Two Indians engaged in the Second Boer War (1899-1902) in South Africa, which is known in history books as the ‘dirty war’, were to leave behind their imprint on their mother country’s history.
Their paths may not have crossed in the course of the war, which was being covered, incidentally, by a reporter for the ‘Morning Post’ named Winston Churchill, who was to become very important for India later, but when the two Indians met finally in 1921, they gave birth to the Tricolour, which is being celebrated in a massive way by the Har Ghar Tiranga campaign this Independence Day.
One of the Indians was Sergeant Major Mohandas Karamchand Gandhi, leader of the Natal Indian Ambulance Corps, who hoped, mistakenly, to gain British sympathy for Indians living in South Africa, because of the stellar work done by his band of stretcher bearers. It got him the Kaiser-i-Hind medal — and little else.
The other was young Pingali Venkayya, a British Indian Army soldier despatched to South Africa to fight in the war. It was in South Africa that the young man was struck by the sense of nationhood the Union Jack inspired among British soldiers. He may have been young, but he recognised the ceremonial importance and binding power of a national flag.
The morning and evening flag rituals of the British Indian Army stayed in his mind and upon his return to India, he dedicated many years to designing a flag that represented the country’s ethos and national aspirations.
The credit for unfurling the first Indian national flag in Stuttgart, Germany, on August 22, 1907, goes to Bhikaiji Cama, a globe-trotting nationalist from Bombay, but it was Venkayya’s design that inspired the Congress flag during the freedom struggle, and thereafter, the Tricolour.
Venkayya was born on August 2,1876, at Bhatlapenumarru, close to present-day Machilipatnam town in Andhra Pradesh. He was a farmer, a geologist, a lecturer at the Andhra National College in Machilipatnam, and fluent in Japanese — so fluent that he first attracted attention when he was able to deliver a full-length lecture in that language at a school in Bapatla, a town in Andhra Pradesh, in 1913. He became instantly famous as ‘Japan Venkayya’.
He was also known as Patti Venkayya because of his research into the Cambodia Cotton. Patti means ‘cotton’, which was very important for Machilipatnam, a former port city that became famous for its Kalamkari handloom weaves.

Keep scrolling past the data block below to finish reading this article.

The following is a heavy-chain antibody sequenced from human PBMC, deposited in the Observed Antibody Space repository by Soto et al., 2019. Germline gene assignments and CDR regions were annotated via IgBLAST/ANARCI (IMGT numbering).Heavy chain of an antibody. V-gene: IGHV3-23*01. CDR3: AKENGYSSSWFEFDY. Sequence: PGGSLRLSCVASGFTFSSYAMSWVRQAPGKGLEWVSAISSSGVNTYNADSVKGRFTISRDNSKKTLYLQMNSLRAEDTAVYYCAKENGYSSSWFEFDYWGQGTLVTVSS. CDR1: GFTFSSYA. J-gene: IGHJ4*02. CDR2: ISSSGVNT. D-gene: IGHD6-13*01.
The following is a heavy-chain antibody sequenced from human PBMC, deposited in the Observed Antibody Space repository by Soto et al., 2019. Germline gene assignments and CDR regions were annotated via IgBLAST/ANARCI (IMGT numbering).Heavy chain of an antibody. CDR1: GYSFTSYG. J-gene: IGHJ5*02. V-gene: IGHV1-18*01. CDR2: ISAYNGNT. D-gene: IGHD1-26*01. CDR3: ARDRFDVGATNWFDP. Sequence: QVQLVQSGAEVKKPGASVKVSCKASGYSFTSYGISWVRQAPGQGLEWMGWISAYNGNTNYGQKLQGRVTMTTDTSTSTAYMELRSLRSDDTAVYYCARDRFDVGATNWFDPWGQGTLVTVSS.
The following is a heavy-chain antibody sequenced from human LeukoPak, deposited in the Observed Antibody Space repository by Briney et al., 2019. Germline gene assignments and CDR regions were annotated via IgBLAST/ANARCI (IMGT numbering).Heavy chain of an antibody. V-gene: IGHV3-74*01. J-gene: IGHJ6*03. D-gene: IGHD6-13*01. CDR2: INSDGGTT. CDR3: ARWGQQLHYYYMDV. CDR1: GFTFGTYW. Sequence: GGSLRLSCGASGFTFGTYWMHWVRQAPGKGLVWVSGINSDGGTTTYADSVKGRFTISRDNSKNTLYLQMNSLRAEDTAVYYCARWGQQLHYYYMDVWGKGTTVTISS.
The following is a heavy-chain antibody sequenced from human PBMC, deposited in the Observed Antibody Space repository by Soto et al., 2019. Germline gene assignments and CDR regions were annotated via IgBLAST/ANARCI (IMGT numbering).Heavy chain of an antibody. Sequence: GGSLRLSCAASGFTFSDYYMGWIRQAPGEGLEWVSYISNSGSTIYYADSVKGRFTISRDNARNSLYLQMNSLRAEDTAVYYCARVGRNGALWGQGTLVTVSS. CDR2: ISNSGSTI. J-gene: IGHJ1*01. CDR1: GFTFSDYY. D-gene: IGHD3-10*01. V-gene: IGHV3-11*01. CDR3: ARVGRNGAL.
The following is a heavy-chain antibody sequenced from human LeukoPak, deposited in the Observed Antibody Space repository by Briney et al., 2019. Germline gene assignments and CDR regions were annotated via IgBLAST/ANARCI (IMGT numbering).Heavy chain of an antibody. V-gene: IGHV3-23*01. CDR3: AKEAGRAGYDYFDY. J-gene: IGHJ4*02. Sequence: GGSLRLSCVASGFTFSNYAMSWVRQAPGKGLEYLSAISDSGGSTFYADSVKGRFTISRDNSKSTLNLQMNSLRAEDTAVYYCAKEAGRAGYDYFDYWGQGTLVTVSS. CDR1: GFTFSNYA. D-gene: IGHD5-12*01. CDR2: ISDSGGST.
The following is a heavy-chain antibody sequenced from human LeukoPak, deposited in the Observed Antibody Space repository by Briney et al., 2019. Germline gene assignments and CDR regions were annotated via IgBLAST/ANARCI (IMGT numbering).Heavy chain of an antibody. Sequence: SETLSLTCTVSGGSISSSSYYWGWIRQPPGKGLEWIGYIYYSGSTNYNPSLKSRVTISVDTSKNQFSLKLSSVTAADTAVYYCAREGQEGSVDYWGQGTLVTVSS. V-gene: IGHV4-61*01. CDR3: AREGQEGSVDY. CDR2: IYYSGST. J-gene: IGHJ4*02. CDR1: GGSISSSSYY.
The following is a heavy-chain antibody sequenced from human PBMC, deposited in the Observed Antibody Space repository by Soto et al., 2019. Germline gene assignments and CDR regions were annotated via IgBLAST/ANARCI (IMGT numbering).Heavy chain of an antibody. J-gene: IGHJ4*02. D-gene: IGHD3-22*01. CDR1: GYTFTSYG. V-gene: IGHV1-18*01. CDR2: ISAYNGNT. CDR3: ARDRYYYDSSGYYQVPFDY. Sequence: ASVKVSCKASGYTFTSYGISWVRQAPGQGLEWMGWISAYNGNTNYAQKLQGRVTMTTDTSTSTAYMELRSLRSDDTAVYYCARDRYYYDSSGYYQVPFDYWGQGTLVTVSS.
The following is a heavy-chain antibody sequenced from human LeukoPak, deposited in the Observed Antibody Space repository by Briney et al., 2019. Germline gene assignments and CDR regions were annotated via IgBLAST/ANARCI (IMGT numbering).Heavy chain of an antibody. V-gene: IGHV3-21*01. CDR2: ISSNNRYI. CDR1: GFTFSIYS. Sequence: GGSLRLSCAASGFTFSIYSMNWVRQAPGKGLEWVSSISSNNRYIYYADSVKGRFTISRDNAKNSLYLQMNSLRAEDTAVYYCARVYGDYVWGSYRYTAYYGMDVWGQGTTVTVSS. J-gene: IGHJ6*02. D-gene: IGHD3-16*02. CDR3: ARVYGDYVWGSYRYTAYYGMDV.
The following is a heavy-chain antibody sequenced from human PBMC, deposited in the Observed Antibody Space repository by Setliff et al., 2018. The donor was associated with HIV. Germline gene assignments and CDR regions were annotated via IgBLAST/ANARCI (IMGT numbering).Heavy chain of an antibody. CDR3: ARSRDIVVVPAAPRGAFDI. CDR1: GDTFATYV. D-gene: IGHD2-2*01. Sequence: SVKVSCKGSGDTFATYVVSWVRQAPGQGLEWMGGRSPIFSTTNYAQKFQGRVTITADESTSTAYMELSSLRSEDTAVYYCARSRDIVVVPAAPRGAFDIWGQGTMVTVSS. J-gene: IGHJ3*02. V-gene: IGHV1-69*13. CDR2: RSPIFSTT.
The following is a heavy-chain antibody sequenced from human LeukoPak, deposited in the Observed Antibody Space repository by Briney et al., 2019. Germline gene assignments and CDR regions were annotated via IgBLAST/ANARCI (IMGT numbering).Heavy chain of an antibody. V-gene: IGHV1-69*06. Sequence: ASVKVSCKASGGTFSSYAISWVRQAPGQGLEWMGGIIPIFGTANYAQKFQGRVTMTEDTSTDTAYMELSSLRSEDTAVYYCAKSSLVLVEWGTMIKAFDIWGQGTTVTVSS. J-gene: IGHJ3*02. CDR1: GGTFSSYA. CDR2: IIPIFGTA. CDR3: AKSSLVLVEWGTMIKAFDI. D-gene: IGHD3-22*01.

Despite these diversions, Venkayya did not lose sight of his ambition to design a national flag for India. In 1916, he published a booklet titled ‘A National Flag for India’. It not only surveyed the flags of other nations, but also offered 30-odd designs of what could develop into the Indian flag.
That was all very good, but he had to catch the attention of someone prominent and sell his design for a national flag. He decided to catch up with Gandhi, about whom he evidently knew from his days in South Africa, but he could not, although he tried to catch his eye in the Congress sessions held between 1918 and 1921.
Finally, the big opportunity came at an extraordinary session of the All India Congress Committee on March 31 and April 1, 1921, in Bezawada (today’s Vijayawada, the second biggest city of Andhra Pradesh), where the Congress was meeting to accept the overarching leadership of Mahatma Gandhi.
On March 31, Gandhi spared some time for Venkayya, who presented his version of the national flag to the Mahatma — it consisted of two stripes (green and red) and the Gandhian charkha at the centre (from left to right). On Gandhi’s suggestion, Venkayya added a white stripe on top, and this was the original Tricolour.
The design obviously struck a chord with Gandhi because he called Venkayya for another meeting the next day, but his preoccupation with the Congress Working Committee kept him away. He acknowledged this meeting in an editorial in his newspaper, ‘Young India’, where he explained that the red band symbolised the Hindus and the green, the Muslims.
It was very different from the flag unfurled by Bhikaiji Cama in Stuttgart, which was green (representing Muslims, oddly with a row of lotuses running across the band), yellow (for the Buddhists, with Vande Mataram inscribed in Devanagari script) and red (for the Hindus, with a crescent-shaped moon and the sun on two corners of this band).
It must have been the simplicity of Venkayya’s design and the primacy it gave to the charkha, the symbol of the spirit of Swaraj, that appealed to Gandhi, who spoke at the Bezawada session in favour of the idea of having a national flag ready.
Venkayya’s flag was used informally at all Congress meetings since 1921, but it was not until its 1931 session that the Congress adopted the Tricolour with the colour scheme we have grown up with — saffron, white and green — and the charkha at the centre.
It became the standard of the freedom movement that the Mahatma’s non-violent soldiers carried with pride and hoisted on their home and shops, braving police lathis and imprisonment.
Venkayya died in penury and oblivion in 1963, only to be retrieved from the footnotes of history much later. A postage stamp in his honour was released in 2009; the Vijayawada station of the All India Radio was named after him in 2014. And last year, his name was proposed for the Bharat Ratna by Andhra Pradesh Chief Minister, Y.S. Jagan Mohan Reddy.
In his lifetime, Venkayya never sought state honours or any compensation for his contribution to designing an essential part of our national identity.
His greatest reward was the fruition of the seed of an idea that had been planted in his formative mind during the Second Boer War.